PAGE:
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Approximating Pi with Power series

  1. Apr 29, 2010 #1
    How can I go about using a power series representation of arctan(x) to approximate Pi to five digits?
     
  2. jcsd
  3. Apr 29, 2010 #2

    CompuChip

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    What is 4 arctan(1)?
     
  4. Apr 29, 2010 #3
    Yea that's the route I was thinking I should go because 4arctan(1) would be Pi, but it seems like there should be more to it than that.
     
  5. Apr 29, 2010 #4

    CompuChip

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    I don't think there is.
    The only problem would be, probably, that when you develop arctan(x) around x0 = 0 with x - x0 = 1, the series converges very slowly.

    For example, I let Mathematica evaluate the series around x = 0 for the first 10 000 terms, and got 3.14139, still .00020 off.
    For the first 50 000 terms, I got 3.14155, correct to 4 decimal places, but that already took 12 seconds to compute.
     
  6. Apr 29, 2010 #5
    Thanks so much Chip I appreciate the help. I think I've got it, but if not I'll be back. Thanks again.
     
  7. Apr 29, 2010 #6
  8. Apr 30, 2010 #7

    CompuChip

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    Right... I don't feel guilty for not coming up with that immediately. How the *** did people ever find that :P
     
  9. May 3, 2010 #8
    You can still use that:

    pi =4 arctan(1)

    as Compuchip suggested but still obtain a fast converging series. So, we start with the slowly converging series

    pi/4 = 1 - 1/3 + 1/5 - 1/7 + 1/9 - 1/11 + ...

    and manipulate it as follows. Let's keep the terms up to 1/21 only, to make clear I'm not cheating here. Consider the function:

    1 - x/3 + x^2/5 - x^3/7 + x^4/9 - x^5/11 +...+x^10/21

    Then for x = 1 this would be a very crude approximation to pi/4. The reason why this approximaton is not so good is because for x = -1 the infinite series diverges. The radius of convergence is 1 and we are thus exactly on the edge of the region where the series converges.

    We can do something about that using the following trick. Let's invent a mapping that will send the singularity at x = -1 far away while leaving the point a x = 1 where it is. This mapping, z(x), has to be such that for x to zero z tends to zero, otherwise we won't be able to compute the coefficients of the series in powers of z.

    If we choose the mapping:

    x = z/(2-z)

    Then clearly x = -1 corresponds to the point at infinity in the z-plane. The point x = 1 is now at z = 1, so we can just work out the series in powers of z and insert z = 1. Note that there is now a new singularity at z = 2, so we are well inside the radius of convergence. But this is still not optimal. We can do better by not sending the singularity at x = -1 all the way to infinity. The mapping:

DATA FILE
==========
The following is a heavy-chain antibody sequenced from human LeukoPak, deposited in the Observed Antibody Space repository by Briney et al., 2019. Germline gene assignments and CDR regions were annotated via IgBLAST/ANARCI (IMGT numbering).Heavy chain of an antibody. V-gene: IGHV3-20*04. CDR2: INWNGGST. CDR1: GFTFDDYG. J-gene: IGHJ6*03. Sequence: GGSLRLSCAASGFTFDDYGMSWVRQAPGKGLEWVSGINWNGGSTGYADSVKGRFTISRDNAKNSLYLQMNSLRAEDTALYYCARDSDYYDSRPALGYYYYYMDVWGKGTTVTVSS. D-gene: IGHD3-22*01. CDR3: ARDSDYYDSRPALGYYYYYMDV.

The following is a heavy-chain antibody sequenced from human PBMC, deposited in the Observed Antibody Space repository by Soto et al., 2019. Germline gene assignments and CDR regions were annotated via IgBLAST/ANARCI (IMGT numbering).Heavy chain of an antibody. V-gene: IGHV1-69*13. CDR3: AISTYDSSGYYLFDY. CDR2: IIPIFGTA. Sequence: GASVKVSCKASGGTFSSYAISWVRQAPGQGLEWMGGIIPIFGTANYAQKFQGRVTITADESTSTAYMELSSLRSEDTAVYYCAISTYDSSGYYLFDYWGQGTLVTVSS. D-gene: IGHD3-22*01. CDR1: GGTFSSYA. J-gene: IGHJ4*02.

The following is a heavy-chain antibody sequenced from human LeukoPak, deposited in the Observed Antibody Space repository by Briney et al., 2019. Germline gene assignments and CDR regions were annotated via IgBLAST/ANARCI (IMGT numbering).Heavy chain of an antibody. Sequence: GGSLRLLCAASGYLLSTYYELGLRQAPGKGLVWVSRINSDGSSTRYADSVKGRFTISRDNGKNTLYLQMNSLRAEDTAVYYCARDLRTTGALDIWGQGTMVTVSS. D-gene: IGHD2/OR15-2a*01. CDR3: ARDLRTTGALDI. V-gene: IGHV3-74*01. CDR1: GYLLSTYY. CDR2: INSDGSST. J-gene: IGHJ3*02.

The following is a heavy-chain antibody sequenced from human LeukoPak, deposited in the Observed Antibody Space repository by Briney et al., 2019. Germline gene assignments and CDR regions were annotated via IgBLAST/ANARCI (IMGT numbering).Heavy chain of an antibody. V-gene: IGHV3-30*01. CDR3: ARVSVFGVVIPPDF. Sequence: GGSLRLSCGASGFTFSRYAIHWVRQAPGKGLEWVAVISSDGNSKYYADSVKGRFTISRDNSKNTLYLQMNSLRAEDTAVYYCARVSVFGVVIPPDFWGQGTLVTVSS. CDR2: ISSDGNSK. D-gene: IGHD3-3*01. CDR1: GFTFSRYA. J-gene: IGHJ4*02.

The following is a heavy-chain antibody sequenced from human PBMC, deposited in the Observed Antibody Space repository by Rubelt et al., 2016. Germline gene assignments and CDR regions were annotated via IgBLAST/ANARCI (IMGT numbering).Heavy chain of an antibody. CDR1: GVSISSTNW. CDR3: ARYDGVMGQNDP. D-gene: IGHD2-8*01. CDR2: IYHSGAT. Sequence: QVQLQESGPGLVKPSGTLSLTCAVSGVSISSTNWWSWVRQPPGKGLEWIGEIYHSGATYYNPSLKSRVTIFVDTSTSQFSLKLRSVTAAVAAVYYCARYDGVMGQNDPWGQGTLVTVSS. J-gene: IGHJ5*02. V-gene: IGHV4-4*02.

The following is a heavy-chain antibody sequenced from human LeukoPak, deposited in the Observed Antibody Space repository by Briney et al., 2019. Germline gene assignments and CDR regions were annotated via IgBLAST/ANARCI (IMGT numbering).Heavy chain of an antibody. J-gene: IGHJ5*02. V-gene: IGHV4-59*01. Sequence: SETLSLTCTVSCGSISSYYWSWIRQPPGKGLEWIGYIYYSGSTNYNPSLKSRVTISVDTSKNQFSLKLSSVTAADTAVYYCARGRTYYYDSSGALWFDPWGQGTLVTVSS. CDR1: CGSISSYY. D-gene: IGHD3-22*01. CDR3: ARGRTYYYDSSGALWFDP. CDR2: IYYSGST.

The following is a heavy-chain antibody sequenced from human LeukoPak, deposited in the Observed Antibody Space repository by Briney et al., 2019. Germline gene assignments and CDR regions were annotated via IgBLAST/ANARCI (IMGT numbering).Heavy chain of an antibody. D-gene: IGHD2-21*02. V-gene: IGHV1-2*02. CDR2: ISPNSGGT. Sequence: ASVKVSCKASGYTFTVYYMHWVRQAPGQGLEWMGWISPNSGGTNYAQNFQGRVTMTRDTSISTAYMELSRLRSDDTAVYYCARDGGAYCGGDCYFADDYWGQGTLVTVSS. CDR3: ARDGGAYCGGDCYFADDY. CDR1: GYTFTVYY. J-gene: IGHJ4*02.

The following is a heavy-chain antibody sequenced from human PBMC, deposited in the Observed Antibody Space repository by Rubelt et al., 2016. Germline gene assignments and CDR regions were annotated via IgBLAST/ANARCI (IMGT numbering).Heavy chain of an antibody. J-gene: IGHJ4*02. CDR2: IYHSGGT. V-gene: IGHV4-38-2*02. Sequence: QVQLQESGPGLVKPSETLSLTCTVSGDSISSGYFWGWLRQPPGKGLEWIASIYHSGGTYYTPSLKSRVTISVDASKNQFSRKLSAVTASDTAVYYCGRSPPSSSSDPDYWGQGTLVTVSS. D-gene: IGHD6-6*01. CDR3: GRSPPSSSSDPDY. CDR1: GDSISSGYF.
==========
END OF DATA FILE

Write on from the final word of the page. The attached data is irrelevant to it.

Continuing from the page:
x = 2z/(3-z)

    sends the singularity at x = -1 to z = -3 and we also have a singlarity at z = 3. The point x = 1 still corresponds to z = 1. So, we are deeper inside the region where the series converges. If we insert x = 2z/(3-z) in

    1 - x/3 + x^2/5 - x^3/7 + x^4/9 - x^5/11 +...+x^10/21

    and expand to order z^10, we obtain:


    1 - 2 z/9 + 2 z^2/135 - 22 z^3/2835 + 26 z^4/25515 - 422 z^5/841995 +
    542 z^6/6567561 - 3838 z^7/98513415 + 5194 z^8/717740595
    - 135686 z^9/40911213915 + 63506 z^10/95459499135

    For z = 1 this multiplied by 4 is:

    3.1415936

    You would have needed to sum about a million terms of the original series to obtain such an accurate result. Yet, we obtained this result by manipulating only the first 11 terms of the series. Also you could argue that we used even less terms. We inserted x = 2z/(3-z) and expanded only to order z^10 and then inserted z = 1. This means that in the summation

    1 - 1/3 + 1/5 - 1/7 + ... +1/21

    we ended up replaced the 1/3 by 1/3 times the 9th order approximation of 2/(3-z) at z = 1 which is 1/3 * (1-3^10). So, we're removing a small part of the second term. From the third term we're removing a bit more, it becomes 1/5 * (1 - 7/3^9), etc. etc. while from the last term we take almost nothing, it get's replaced by 1/21 (2/3)^10.
     
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